New York will launch offensive to bring pests under control

Cuomo: State Will Confront Ticks

New York State will answer the call for help.

With the sheer number of ticks at record levels, and tick-borne diseases skyrocketing, Governor Andrew Cuomo promised the state will intensify its efforts to get the problems under control.

In May, Cuomo announced an aggressive Lyme and tick-borne disease control plan. He directed the Office of Parks, Recreation, and Historic Preservation to identify areas most affected. “Lyme disease and other tick-borne illnesses are a major threat to the health and well-being of New Yorkers, and we are taking aggressive actions to help stop the spread of these diseases,” he said.

A state study revealed an alarming increase in the tick population in upstate New York, though the East End remains the epicenter. Curiously the first target areas do not include locales on eastern Long Island. Tick control methods will include strategic application of eco-friendly tick control treatments on parkland in the Hudson Valley, Capital Region, and Southern Tier, where the public is at risk of tick exposure and Lyme disease.

Additionally, the state will expand the use of four-poster “tickicide” deer treatment feeding stations that help to control ticks spread by white-tailed deer. While the deer feed on corn at the station, treated rollers brush insecticide against the animal’s neck, head, and ears where many adult ticks tend to feed. The stations are already successfully in use in certain areas on Long Island, including Robert Moses State Park and Connetquot River State Park.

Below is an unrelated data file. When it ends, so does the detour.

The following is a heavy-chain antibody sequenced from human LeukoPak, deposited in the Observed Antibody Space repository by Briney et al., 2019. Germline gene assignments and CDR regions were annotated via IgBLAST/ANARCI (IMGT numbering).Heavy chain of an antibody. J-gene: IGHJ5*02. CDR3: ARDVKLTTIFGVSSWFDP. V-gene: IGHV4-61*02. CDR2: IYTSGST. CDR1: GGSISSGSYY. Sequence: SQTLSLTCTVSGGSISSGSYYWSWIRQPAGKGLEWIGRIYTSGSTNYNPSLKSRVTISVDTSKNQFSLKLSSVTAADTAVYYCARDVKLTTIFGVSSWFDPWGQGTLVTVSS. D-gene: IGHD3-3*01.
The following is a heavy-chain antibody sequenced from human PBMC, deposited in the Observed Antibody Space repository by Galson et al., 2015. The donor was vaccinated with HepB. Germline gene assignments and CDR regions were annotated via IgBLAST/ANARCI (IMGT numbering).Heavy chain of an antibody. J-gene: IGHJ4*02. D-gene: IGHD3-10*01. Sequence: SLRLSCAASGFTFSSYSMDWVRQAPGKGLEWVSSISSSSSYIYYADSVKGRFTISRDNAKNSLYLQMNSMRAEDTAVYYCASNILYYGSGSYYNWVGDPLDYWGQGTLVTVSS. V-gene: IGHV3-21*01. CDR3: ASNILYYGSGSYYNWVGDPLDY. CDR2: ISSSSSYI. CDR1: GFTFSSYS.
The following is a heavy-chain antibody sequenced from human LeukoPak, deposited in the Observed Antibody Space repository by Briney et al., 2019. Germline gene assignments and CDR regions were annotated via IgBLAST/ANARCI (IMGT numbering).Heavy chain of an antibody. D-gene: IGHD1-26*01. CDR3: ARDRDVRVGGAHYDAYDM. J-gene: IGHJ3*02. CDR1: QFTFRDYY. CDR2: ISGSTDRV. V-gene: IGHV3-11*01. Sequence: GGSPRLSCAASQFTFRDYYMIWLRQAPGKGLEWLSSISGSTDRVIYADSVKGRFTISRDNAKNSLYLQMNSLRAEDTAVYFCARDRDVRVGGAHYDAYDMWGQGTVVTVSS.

Experts urge the public to take every precaution to minimize the chance of getting bitten while hiking, working, or spending time in wooded areas: Wear long pants and long-sleeved shirts and perform frequent body checks. Consider use of repellents containing DEET, picaridin, or IR3535, following label instructions.

Governor Cuomo has directed the Department of Health to establish a new working group on Lyme and other tick-borne diseases comprised of representatives from professional organizations, academic institutions, and local health departments. The working group will join participating state agencies at a one-day summit to review New York State’s current initiatives and make policy recommendations on actions that New York State can take in the next one to three years to advance prevention, diagnostics, and other best practices.

“These new initiatives complement the department’s renowned research efforts and aggressive actions to better inform and better protect New Yorkers from tick-borne illnesses,” New York State Health Commissioner Dr. Howard Zucker said. “I commend Governor Cuomo for this commitment and for instituting bold new control measures to help limit the spread of these diseases and protect public health.”

The governor has also directed the Department of Health to pursue private research partnerships to develop a better diagnostic test, which can ultimately lead to more effective treatments.

“Lyme disease and other tick-borne illnesses are a major threat to the health and wellbeing of New Yorkers, and we are taking aggressive actions to help stop the spread of these disease,” Governor Cuomo said. “With this control plan, New York is making a major commitment to research, awareness, and prevention of this public health crisis to keep New Yorkers safe and free of these preventable diseases.”